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|Baculovirus-Insect Cell lysate that Human PTGS2 / COX2 / PGHS-2 transfected / overexpressed for Western blot (WB) positive control. The whole cell lysate is provided in 1X Sample Buffer (1X modified RIPA buffer+1X SDS loading buffer).|
|A DNA sequence encoding the human PTGS2 (NP_000954.1) (Met 1-Leu 604) was fused with a polyhistidine tag at the C-terminus.|
|The recombinant human PTGS2 consists of 597 amino acids and predicts a molecular mass of 68.5 kDa. It migrates as an approximately 66 kDa band in SDS-PAGE under reducing conditions.|
|Cell lysate was prepared by homogenization in ice-cold modified RIPA Lysis Buffer with cocktail of protease inhibitors (Sigma). Cell debris was removed by centrifugation. Protein concentration was determined by Bradford assay (Bio-Rad protein assay, Microplate Standard assay). The cell lysate was boiled for 5 min in 1 x SDS loading buffer (50 mM Tris-HCl pH 6.8, 12.5% glycerol, 1% sodium dodecylsulfate, 0.01% bromophenol blue) containing 5% b-mercaptoethanol, and lyophilized.|
|Modified RIPA Lysis Buffer: 50 mM Tris-HCl pH 7.4, 150 mM NaCl, 1mM EDTA, 1% Triton X-100, 0.1% SDS, 1% Sodium deoxycholate, 1mM PMSF.|
|12.5% SDS-PAGE Stained with Coomassie Blue after protein purification.|
|Samples are stable for up to twelve months from date of receipt.|
|1. Centrifuge the tube for a few seconds and ensure the pellet at the bottom of the tube. 2. Re-dissolve the pellet using 200μL pure water and boil for 2-5 min. 3. Store the lyophilized cell lysate at 4℃. After re-dissolution, recommend to aliquot it into smaller quantities and store at -80℃.|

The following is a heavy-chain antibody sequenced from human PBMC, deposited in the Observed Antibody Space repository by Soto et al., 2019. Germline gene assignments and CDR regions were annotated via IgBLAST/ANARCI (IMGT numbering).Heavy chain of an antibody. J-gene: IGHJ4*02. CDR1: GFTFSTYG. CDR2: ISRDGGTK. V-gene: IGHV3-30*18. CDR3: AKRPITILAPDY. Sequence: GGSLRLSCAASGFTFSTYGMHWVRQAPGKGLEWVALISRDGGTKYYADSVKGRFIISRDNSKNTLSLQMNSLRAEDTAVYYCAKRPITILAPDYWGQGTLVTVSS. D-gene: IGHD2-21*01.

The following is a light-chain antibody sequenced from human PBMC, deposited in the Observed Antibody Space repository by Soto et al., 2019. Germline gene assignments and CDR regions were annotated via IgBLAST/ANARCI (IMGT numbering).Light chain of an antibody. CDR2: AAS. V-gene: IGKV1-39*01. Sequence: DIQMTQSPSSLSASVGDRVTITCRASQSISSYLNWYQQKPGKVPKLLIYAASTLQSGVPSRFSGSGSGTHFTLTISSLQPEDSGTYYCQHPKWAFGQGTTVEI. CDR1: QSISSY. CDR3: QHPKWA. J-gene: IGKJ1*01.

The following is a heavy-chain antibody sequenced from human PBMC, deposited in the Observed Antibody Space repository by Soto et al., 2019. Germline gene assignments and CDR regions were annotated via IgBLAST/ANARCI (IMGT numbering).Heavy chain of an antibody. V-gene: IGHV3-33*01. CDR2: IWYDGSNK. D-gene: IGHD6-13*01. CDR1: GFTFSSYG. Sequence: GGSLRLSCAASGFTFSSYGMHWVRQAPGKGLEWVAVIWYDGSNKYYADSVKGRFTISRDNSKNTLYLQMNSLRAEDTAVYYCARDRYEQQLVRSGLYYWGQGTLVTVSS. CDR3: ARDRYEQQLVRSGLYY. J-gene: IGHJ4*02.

|1 X Sample Buffer (1 X modified RIPA buffer+1 X SDS loading buffer).|
|Store at 4℃. After re-dissolution, aliquot and store at -80℃.|
|Western blot (WB): Use at an assay dependent dilution.|
Other Applications: Not tested.
Optimal dilutions/concentrations should be determined by the end user.
PTGS2, also known as COX-2, is s component of Prostaglandin-endoperoxide synthase (PTGS). PTGS, also known as cyclooxygenase, is the key enzyme in prostaglandin biosynthesis, and acts both as a dioxygenase and as a peroxidase. There are two isozymes of PTGS: a constitutive PTGS1 and an inducible PTGS2, which differ in their regulation of expression and tissue distribution. PTGS2 is over expressed in many cancers. The overexpression of PTGS2 along with increased angiogenesis and GLUT-1 expression is significantly associated with gallbladder carcinomas. Furthermore the product of COX-2, PGH2 is converted by prostaglandin E2 synthase into PGE2, which in turn can stimulate cancer progression. Consequently inhibiting COX-2 may have benefit in the prevention and treatment of these types of cancer. PTGS2 is regulated by specific stimulatory events, suggesting that it is responsible for the prostanoid biosynthesis involved in inflammation and mitogenesis. It mediates the formation of prostaglandins from arachidonate and may have a role as a major mediator of inflammation and/or a role for prostanoid signaling in activity-dependent plasticity.